Saturday, April 3, 2010

The Media Mass Incarceration Link

A good example of how the media continues to be wed to the "crime run amok, government doesn't care" scare story of the 1960s and 1970s is Associated Press' apparent campaign against parole reform (for predictions of such backlash, see my last few posts on this). Despite decades of ever tougher laws, to many in the media, its always the summer of love, and murderers are clocking out of prison faster than their victims' corpses will decompose. Forget the fact that murderers in California now serve longer than genocide convicts in Europe and many will never leave prison alive. It was the media, abetted by politicians, who succeeded in turning New Orleans, after Katrina, into a crime story, and who beat the drums in anticipation of the looting in Haiti for days while no looting happened and aid shipments waited for military to deploy ahead of water and food. Now the AP is pushing a story that violent criminals are being released in California (and other states doing parole reform) despite promises that "early release" measures would apply only to the non-violent. Read Don Thompson's reporting published here by the SFChron. The AP takes credit for causing one state to back off reform.

Gov. Pat Quinn suspended Illinois' program in December after the AP found that hundreds of inmates were being released too early. About 200 of the paroled inmates were returned to prison within the first four months of the program because of violations.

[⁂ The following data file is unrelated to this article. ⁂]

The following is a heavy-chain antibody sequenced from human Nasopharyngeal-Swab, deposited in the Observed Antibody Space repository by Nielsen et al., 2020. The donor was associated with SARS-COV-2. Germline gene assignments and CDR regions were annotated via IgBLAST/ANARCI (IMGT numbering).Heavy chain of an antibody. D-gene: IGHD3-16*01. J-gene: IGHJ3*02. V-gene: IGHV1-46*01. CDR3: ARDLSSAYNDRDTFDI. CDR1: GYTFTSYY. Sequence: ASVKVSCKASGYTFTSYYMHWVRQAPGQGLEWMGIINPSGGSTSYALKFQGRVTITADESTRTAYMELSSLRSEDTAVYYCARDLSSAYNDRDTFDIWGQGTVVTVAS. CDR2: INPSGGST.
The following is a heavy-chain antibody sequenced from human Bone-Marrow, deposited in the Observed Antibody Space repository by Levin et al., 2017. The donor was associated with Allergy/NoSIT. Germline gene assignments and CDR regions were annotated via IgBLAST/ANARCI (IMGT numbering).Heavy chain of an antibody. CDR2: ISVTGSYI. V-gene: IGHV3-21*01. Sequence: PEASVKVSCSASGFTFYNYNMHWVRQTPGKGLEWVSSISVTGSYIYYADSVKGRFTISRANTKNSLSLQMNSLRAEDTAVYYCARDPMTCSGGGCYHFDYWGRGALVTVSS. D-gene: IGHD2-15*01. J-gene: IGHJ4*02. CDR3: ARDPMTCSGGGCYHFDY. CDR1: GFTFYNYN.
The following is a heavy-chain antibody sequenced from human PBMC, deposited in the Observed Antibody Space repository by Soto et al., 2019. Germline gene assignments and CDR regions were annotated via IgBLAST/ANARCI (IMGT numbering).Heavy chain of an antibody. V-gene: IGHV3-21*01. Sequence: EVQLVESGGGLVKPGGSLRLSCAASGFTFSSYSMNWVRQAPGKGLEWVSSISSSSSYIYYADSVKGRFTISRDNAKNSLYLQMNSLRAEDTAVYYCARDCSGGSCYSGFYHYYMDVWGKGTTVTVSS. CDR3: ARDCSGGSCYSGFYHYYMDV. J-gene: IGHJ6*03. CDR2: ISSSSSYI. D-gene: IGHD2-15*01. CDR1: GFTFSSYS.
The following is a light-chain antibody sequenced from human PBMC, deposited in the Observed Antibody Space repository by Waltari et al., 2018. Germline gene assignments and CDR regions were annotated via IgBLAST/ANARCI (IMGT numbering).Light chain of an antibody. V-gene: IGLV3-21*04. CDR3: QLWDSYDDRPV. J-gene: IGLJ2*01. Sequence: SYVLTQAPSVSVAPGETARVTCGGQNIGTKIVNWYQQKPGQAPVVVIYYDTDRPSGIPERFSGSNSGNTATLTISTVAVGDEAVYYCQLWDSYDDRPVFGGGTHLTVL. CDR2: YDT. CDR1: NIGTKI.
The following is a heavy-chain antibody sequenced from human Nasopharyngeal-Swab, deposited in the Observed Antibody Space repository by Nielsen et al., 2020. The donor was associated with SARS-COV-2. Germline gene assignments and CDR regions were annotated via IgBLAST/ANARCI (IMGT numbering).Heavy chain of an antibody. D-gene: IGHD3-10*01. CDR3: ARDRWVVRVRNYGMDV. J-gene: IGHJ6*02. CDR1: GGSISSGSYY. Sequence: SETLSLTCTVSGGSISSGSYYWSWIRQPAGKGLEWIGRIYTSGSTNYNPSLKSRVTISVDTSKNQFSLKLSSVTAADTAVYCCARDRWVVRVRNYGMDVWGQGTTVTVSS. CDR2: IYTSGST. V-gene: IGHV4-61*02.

Precisely what happened is very hard to figure out. The law was mainly about state prisons and parole, but the stories of early release all focus on jails. It may be that these are parole violators, released from jail where they were being held on parole holds for non-violent parole violations but who are listed as violent offenders because their original commitment offense was violent. In any event, I have some research assistants working on this and will report back. In the meantime, the fact that California has a lame duck Governor will protect the current program for at least the ten months or so until the election. But if this kind of toxic reporting continues, look for the Gov-Elect to announce plans to cancel it before their even inaugurated.

2 comments:

Warren said...

Early release is a great idea, but here's the problem: states like Illinois may no longer have the infrastructure in place to do this in a rational manner. My impression is that the typically bumbling IDC released some seriously violent folks, along with the appropriate contingent of drug dealers and parole-violators. (Though I could be wrong. I'm basing my information on the perpetually unreliable St. Louis Post-Dispatch.)

It does the cause of reform NO favors if even a few people are let go who by any reasonable objective standard should still be locked up. We need change and need change now, but that doesn't mean throwing open a door or two and shouting "see ya'."

p.s. And I'd love to see your work on property values and crime. This is a very complicated issue in St. Louis.

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